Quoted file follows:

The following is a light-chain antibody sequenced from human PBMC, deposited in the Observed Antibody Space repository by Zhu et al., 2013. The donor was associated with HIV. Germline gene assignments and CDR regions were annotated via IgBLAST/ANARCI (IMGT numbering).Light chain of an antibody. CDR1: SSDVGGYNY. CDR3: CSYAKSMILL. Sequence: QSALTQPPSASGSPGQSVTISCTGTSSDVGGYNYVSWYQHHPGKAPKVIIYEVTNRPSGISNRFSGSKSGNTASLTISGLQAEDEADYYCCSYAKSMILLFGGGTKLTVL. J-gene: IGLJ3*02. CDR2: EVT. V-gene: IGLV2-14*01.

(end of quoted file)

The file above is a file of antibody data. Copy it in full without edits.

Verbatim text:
The following is a light-chain antibody sequenced from human PBMC, deposited in the Observed Antibody Space repository by Zhu et al., 2013. The donor was associated with HIV. Germline gene assignments and CDR regions were annotated via IgBLAST/ANARCI (IMGT numbering).Light chain of an antibody. CDR1: SSDVGGYNY. CDR3: CSYAKSMILL. Sequence: QSALTQPPSASGSPGQSVTISCTGTSSDVGGYNYVSWYQHHPGKAPKVIIYEVTNRPSGISNRFSGSKSGNTASLTISGLQAEDEADYYCCSYAKSMILLFGGGTKLTVL. J-gene: IGLJ3*02. CDR2: EVT. V-gene: IGLV2-14*01.